There are numerous patterns and cycles in the heavens. Tomorrow, March 20th, is the Vernal Equinox, the semi-annual moment when the length of the day is exactly 12 hours everyone on Earth. I like that dynamic, a twice-a-year event in which we are all given equal periods of sun above the horizon and below the horizon, regardless of your latitude, regardless of whether you are in the Northern or Southern Hemisphere. That is a moment of beauty in the grand annual rhythms of our home planet.
The pattern of lunar repetition that lasts for just longer than 18 years is also responsible for the cycle of lunar and solar eclipses that take place around the world. I witnessed a total solar eclipse in Europe in July 1999, and the celestial dynamics of that eclipse will exactly repeat in August 2017 when a wonderful total solar eclipse will sweep across the United States. For me, it will be a rare chance to be standing in the shadow of the Moon on the second passing of this particular alignment of Moon, Earth and Sun, one that will be far more dramatic and meaningful to me than any particular Super Full Moon you might encounter between now and then. But in the end, if you can find some meaning and solace looking up at the Moon tonight, savor the moment and mark your calendar for April 2029 when the conditions will align themselves and present you with a chance to relive this magic moment when you saw a particularly big and impressive full moon. That is something worth pondering, and the rest of the media hype you are hearing right now should be simply ignored.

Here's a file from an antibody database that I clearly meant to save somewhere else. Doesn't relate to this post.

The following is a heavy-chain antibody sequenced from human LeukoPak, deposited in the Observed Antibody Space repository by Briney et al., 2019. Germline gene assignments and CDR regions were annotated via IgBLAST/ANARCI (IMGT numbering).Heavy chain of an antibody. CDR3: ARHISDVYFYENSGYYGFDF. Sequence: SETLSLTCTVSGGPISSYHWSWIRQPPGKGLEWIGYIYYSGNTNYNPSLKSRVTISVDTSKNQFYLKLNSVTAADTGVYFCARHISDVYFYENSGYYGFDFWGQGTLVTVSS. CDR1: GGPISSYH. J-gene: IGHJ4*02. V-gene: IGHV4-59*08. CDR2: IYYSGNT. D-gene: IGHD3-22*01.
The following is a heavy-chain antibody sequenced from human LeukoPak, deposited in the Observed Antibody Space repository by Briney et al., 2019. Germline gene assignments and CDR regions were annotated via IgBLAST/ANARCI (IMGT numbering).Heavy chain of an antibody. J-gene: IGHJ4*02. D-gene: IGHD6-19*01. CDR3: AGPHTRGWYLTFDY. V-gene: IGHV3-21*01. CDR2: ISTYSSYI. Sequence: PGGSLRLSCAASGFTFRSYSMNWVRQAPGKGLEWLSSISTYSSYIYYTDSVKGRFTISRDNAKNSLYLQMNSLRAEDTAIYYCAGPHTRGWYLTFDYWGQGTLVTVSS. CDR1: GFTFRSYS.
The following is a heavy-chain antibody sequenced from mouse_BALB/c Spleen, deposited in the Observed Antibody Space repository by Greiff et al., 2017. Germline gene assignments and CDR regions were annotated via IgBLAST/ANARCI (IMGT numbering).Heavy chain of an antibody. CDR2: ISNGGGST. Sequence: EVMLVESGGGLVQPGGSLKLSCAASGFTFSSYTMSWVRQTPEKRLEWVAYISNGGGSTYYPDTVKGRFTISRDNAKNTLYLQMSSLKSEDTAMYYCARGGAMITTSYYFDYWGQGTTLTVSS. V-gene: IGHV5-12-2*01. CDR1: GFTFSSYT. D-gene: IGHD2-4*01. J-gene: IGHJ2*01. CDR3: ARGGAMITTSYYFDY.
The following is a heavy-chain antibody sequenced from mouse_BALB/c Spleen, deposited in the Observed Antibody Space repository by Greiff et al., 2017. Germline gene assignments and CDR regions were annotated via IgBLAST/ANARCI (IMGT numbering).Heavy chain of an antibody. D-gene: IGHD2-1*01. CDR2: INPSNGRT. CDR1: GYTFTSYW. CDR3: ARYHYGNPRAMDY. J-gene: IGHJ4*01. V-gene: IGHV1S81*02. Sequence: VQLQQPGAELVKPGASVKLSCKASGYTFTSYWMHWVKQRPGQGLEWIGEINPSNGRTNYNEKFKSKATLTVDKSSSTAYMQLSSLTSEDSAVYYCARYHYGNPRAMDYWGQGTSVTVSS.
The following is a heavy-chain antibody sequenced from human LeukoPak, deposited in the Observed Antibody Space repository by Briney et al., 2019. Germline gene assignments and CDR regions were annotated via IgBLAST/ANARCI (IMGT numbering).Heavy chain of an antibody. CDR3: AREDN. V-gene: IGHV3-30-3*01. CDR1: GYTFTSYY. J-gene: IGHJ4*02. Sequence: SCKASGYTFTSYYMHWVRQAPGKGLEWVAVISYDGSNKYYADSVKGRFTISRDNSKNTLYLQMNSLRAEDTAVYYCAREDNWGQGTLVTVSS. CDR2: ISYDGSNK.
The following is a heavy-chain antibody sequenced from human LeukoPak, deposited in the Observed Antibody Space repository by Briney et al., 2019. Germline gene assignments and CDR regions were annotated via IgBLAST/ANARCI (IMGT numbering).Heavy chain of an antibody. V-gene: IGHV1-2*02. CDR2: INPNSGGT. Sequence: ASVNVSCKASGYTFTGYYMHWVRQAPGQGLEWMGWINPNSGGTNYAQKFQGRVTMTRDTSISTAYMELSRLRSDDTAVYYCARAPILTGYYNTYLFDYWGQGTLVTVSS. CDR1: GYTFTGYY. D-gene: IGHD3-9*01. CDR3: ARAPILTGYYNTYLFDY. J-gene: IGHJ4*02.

Image courtesy NASA.